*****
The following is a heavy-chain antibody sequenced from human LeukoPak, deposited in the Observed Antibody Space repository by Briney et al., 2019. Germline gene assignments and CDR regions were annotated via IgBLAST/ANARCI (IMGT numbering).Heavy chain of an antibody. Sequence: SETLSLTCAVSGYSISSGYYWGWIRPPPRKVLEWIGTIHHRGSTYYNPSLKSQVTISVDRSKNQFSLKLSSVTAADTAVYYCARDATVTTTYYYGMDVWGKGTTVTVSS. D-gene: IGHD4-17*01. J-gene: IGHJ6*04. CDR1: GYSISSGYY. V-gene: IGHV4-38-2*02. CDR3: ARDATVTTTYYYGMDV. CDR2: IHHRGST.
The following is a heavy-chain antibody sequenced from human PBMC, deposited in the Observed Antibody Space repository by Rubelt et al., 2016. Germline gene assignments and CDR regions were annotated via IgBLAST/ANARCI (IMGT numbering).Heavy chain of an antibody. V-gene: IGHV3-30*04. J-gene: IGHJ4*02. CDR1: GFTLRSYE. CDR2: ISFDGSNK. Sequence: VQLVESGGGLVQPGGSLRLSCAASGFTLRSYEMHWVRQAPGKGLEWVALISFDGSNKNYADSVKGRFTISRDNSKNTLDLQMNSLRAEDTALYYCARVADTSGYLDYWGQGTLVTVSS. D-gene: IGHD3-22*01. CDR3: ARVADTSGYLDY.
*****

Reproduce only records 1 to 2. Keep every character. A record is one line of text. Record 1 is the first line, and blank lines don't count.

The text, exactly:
The following is a heavy-chain antibody sequenced from human LeukoPak, deposited in the Observed Antibody Space repository by Briney et al., 2019. Germline gene assignments and CDR regions were annotated via IgBLAST/ANARCI (IMGT numbering).Heavy chain of an antibody. Sequence: SETLSLTCAVSGYSISSGYYWGWIRPPPRKVLEWIGTIHHRGSTYYNPSLKSQVTISVDRSKNQFSLKLSSVTAADTAVYYCARDATVTTTYYYGMDVWGKGTTVTVSS. D-gene: IGHD4-17*01. J-gene: IGHJ6*04. CDR1: GYSISSGYY. V-gene: IGHV4-38-2*02. CDR3: ARDATVTTTYYYGMDV. CDR2: IHHRGST.
The following is a heavy-chain antibody sequenced from human PBMC, deposited in the Observed Antibody Space repository by Rubelt et al., 2016. Germline gene assignments and CDR regions were annotated via IgBLAST/ANARCI (IMGT numbering).Heavy chain of an antibody. V-gene: IGHV3-30*04. J-gene: IGHJ4*02. CDR1: GFTLRSYE. CDR2: ISFDGSNK. Sequence: VQLVESGGGLVQPGGSLRLSCAASGFTLRSYEMHWVRQAPGKGLEWVALISFDGSNKNYADSVKGRFTISRDNSKNTLDLQMNSLRAEDTALYYCARVADTSGYLDYWGQGTLVTVSS. D-gene: IGHD3-22*01. CDR3: ARVADTSGYLDY.